People who don't want women to wear pants are a real red flag, I agree. It's so very dumb and controlling and sexist.

P.
redbird
Jul. 4th, 2011 09:32 pm (UTC)
I haven't pursued jobs/areas that required high heels (or other uncomfortable shoes). And I don't do makeup (though I did let a friend convince me to wear lipstick for an interview once), which may have caused the interviewers to decide I wasn't the person they were looking for.
(Deleted comment)
pyrzqxgl
Jul. 4th, 2011 09:53 pm (UTC)
I once got fired from a job (taking orders out to cars at a drive-in burger etc. place, speaking of fast food) for not wearing a bra, but it was a pretty terrible job anyway: The owners would badmouth the workers in general, and especially whoever had the smallest receipt tally at the end of the shift, but as the only way to increase your total was to grab the bigger orders off the counter before someone else could do it, it was definitely an attempt at a divide-and-conquer kind of thing.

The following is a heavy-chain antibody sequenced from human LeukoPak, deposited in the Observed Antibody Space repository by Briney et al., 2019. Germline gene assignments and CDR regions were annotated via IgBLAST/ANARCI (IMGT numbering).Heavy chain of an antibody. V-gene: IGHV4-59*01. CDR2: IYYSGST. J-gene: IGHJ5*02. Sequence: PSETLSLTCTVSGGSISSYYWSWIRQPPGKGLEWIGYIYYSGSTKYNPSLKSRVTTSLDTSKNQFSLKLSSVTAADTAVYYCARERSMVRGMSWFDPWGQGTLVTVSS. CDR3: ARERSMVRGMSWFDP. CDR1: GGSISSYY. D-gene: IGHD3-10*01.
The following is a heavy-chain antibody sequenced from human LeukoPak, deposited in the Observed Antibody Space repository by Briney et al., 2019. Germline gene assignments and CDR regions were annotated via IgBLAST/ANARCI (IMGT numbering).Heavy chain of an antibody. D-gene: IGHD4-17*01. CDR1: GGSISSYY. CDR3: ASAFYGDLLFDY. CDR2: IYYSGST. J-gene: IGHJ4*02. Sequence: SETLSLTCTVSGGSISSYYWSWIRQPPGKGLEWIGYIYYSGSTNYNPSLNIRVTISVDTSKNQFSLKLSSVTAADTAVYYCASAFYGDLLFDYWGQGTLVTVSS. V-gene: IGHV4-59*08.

I like the look of eyeliner but in my experience it and contact lenses do not play nicely together -- I have the idea of getting it tattooed on some day if I ever have lots of $$$

Edited at 2011-07-04 09:54 pm (UTC)
starcat_jewel
Jul. 4th, 2011 10:50 pm (UTC)
I've never left (or failed to pursue) a job because of a dress code, but I can envision doing so, and "must wear a ton of makeup" would be pretty high on the list of reasons. As would "skirts, no pants" and "must wear high heels". Any of those things tell me that women are not valued at that company.

I have a pretty good idea of what "professional-looking dress" involves, and none of those items are necessary to achieve it... unless you're the kind of guy who thinks "professional appearance" means "looks like the evening news anchor in fuck-me shoes".
innerdoggie
Jul. 12th, 2011 01:40 am (UTC)
makeup and jobs